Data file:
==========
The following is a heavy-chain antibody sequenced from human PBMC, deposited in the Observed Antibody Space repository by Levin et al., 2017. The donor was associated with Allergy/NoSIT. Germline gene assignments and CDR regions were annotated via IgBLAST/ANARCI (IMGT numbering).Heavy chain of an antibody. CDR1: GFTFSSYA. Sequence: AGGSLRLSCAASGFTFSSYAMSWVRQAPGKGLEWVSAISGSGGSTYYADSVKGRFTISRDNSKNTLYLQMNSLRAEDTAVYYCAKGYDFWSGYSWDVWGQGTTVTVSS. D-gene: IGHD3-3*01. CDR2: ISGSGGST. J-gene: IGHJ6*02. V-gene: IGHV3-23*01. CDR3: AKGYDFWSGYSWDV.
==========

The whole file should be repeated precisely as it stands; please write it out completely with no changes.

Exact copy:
The following is a heavy-chain antibody sequenced from human PBMC, deposited in the Observed Antibody Space repository by Levin et al., 2017. The donor was associated with Allergy/NoSIT. Germline gene assignments and CDR regions were annotated via IgBLAST/ANARCI (IMGT numbering).Heavy chain of an antibody. CDR1: GFTFSSYA. Sequence: AGGSLRLSCAASGFTFSSYAMSWVRQAPGKGLEWVSAISGSGGSTYYADSVKGRFTISRDNSKNTLYLQMNSLRAEDTAVYYCAKGYDFWSGYSWDVWGQGTTVTVSS. D-gene: IGHD3-3*01. CDR2: ISGSGGST. J-gene: IGHJ6*02. V-gene: IGHV3-23*01. CDR3: AKGYDFWSGYSWDV.